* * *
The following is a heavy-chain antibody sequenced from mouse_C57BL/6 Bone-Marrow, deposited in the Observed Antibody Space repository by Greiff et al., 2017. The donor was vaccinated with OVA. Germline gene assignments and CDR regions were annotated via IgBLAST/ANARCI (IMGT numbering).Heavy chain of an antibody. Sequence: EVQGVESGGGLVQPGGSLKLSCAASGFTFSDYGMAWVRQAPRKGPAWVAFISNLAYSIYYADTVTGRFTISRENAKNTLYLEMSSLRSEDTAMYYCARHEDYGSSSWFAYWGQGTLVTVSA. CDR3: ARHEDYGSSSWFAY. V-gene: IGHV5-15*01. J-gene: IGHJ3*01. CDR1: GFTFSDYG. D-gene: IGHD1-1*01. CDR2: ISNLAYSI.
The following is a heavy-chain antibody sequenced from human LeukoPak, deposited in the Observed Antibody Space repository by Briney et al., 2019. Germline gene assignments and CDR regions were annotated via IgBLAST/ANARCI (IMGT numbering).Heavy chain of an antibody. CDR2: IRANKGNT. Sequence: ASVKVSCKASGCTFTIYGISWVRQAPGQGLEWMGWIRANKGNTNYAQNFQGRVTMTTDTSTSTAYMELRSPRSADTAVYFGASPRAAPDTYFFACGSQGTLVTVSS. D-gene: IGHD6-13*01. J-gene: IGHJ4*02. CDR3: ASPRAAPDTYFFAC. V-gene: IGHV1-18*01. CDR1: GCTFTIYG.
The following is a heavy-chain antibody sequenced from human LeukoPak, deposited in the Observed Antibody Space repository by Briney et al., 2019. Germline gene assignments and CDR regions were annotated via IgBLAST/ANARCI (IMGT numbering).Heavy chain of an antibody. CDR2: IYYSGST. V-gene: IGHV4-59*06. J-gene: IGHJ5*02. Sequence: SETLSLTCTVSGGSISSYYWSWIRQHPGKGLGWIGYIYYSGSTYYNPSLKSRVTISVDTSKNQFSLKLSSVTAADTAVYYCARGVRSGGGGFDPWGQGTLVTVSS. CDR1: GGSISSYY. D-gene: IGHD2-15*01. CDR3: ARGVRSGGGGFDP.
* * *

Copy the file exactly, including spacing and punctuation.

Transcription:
The following is a heavy-chain antibody sequenced from mouse_C57BL/6 Bone-Marrow, deposited in the Observed Antibody Space repository by Greiff et al., 2017. The donor was vaccinated with OVA. Germline gene assignments and CDR regions were annotated via IgBLAST/ANARCI (IMGT numbering).Heavy chain of an antibody. Sequence: EVQGVESGGGLVQPGGSLKLSCAASGFTFSDYGMAWVRQAPRKGPAWVAFISNLAYSIYYADTVTGRFTISRENAKNTLYLEMSSLRSEDTAMYYCARHEDYGSSSWFAYWGQGTLVTVSA. CDR3: ARHEDYGSSSWFAY. V-gene: IGHV5-15*01. J-gene: IGHJ3*01. CDR1: GFTFSDYG. D-gene: IGHD1-1*01. CDR2: ISNLAYSI.
The following is a heavy-chain antibody sequenced from human LeukoPak, deposited in the Observed Antibody Space repository by Briney et al., 2019. Germline gene assignments and CDR regions were annotated via IgBLAST/ANARCI (IMGT numbering).Heavy chain of an antibody. CDR2: IRANKGNT. Sequence: ASVKVSCKASGCTFTIYGISWVRQAPGQGLEWMGWIRANKGNTNYAQNFQGRVTMTTDTSTSTAYMELRSPRSADTAVYFGASPRAAPDTYFFACGSQGTLVTVSS. D-gene: IGHD6-13*01. J-gene: IGHJ4*02. CDR3: ASPRAAPDTYFFAC. V-gene: IGHV1-18*01. CDR1: GCTFTIYG.
The following is a heavy-chain antibody sequenced from human LeukoPak, deposited in the Observed Antibody Space repository by Briney et al., 2019. Germline gene assignments and CDR regions were annotated via IgBLAST/ANARCI (IMGT numbering).Heavy chain of an antibody. CDR2: IYYSGST. V-gene: IGHV4-59*06. J-gene: IGHJ5*02. Sequence: SETLSLTCTVSGGSISSYYWSWIRQHPGKGLGWIGYIYYSGSTYYNPSLKSRVTISVDTSKNQFSLKLSSVTAADTAVYYCARGVRSGGGGFDPWGQGTLVTVSS. CDR1: GGSISSYY. D-gene: IGHD2-15*01. CDR3: ARGVRSGGGGFDP.